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3 Steps for an Evolutionary Approach to UX Design

Posted by drew on July 19, 2015, 6 p.m.

The way humans interact with things is changing. Technology has fundamentally altered the way our brains interpret the world around us, particularly our memories (see here). With our brains relying on Google to keep track of easily-accessible facts, our brains are available for other tasks.

Some may say this is an evolutionary step in the progress of our brains. After all, evolution is the gradual change of a species in response to its environment. In the internet age, our brains have evolved to take on different functions and see the world in different ways.

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The rise of the abstract form

This certainly isn’t the first time this has happened. With the dawn of language, humans were able to understand the world in different ways. We could now speak in abstracts and discuss future and past events. With the novelty of abstracts, humans had more access to ideas than before, as opposed to tangible things and practicality. This transition allowed us access to a world of perfect ideals.

Tangible objects are mired in the details of their physicality, the things that make them unique, but also imperfect. The abstract, however, frees itself from these details in favor of a pure form. For example, a physical dog may have long, blonde fur, floppy ears, and other details that differentiate it from other dogs and other animals. The abstract idea of “dog”, however, would have only the essential elements that would be common in all dogs.

No details of fur, ears, demeanor, size, etc. could be incorporated into the abstract idea because these things are too concrete. This ideal notion of “dog” is perhaps perfect, but it is also less accessible than a physical dog. Before language, we only had access to physical objects, but language granted access to abstract concepts.

Similarly, with Google keeping encyclopedic tabs on all common knowledge, humans are able to focus on our own experiences, and how these experiences may differ from others’. It is this increasing focus on individual experiences that has led Fusionbox to consider UX Design.

User Experience design has typically focused on solid metrics like conversion rates, customer retention and satisfaction, etc. Doing this, however, prevents designers from considering abstracts, independent of quantifiable data. To what extent does your design capture the abstract ideal, or a perfect concept? Given that users are focusing less on what you give them and more on HOW you give it to them, what feelings will they have after engaging with your design?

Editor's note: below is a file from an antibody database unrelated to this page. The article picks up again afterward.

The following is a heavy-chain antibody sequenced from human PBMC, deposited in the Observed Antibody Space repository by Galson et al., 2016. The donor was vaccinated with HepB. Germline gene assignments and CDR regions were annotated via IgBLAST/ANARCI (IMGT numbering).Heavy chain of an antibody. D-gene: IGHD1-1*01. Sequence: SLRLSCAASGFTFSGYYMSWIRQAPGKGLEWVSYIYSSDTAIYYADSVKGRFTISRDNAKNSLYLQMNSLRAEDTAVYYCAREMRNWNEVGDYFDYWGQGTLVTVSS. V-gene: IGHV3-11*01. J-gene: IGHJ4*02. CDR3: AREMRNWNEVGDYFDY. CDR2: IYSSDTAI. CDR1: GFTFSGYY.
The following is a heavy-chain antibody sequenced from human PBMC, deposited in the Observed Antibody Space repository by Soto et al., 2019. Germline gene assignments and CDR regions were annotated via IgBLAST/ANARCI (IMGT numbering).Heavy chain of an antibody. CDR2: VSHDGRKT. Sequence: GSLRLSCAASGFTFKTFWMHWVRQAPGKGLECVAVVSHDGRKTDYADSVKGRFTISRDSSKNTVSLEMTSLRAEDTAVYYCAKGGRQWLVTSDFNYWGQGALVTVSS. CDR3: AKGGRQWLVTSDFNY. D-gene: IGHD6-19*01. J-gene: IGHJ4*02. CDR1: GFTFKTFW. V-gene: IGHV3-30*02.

What is Evolutionary UX?

In this age, where humans have evolved better capabilities for understanding abstract ideals, and where the experience of learning is more important than the knowledge itself, UX Designers need to be striving for abstract concepts and ideals. What is the essence of a perfect website or product? How can we distill a design down to its most basic elements without losing its practical functionality? Here are the steps to engaging in evolutionary UX Design:

1. Assemble an army of practicals

The internet has given us unprecedented access to information. The first step in reaching for an abstract ideal is to collect information on all of the practical examples you can. It is by looking at the breadth of possibilities that you begin to understand how to distill something down to its essence.

2. Look for common ground

Do your best to find the features that exist across all practical versions. This is the process of distilling down practicals to their essence. By removing the features that hold these objects in the concrete realm, you gain greater access to the abstract ideal.

3. Make it accessible

Once you have determined which features are essential and necessary to the abstract concept of an object, you can begin to design a particular version of that object, with just enough realistic detail to make it accessible to users. Design like this will be familiar and usable, but also reflect a certain instinctual sense of completion and perfection.

We’ve come to call this approach to user experience design Evolutionary UX, because it appeals to the intuitive understanding of abstract concepts that humans have been evolving to understand. Evolutionary UX speaks to users on a subliminal level, appealing to an evolved sense of ideal and perfection.

TL;DR

Technology and language give humans access to abstract experience, free from concrete details and imperfection.  By designing products and websites that reference these abstract concepts, you can speak to an intuitive understanding of ideals and perfection, while still creating something familiar and accessible.

Designers must first find the essential form; this is the most basic and pure version of the product, stripped of individual characteristics that would anchor it to the concrete and imperfect. Once the form is found, just enough detail should be added to take it from complete abstraction to practical item. These details and functions distinguish one product from others like it. They allow a design to have practical use, familiarity, and functionality, while still approaching an abstract ideal.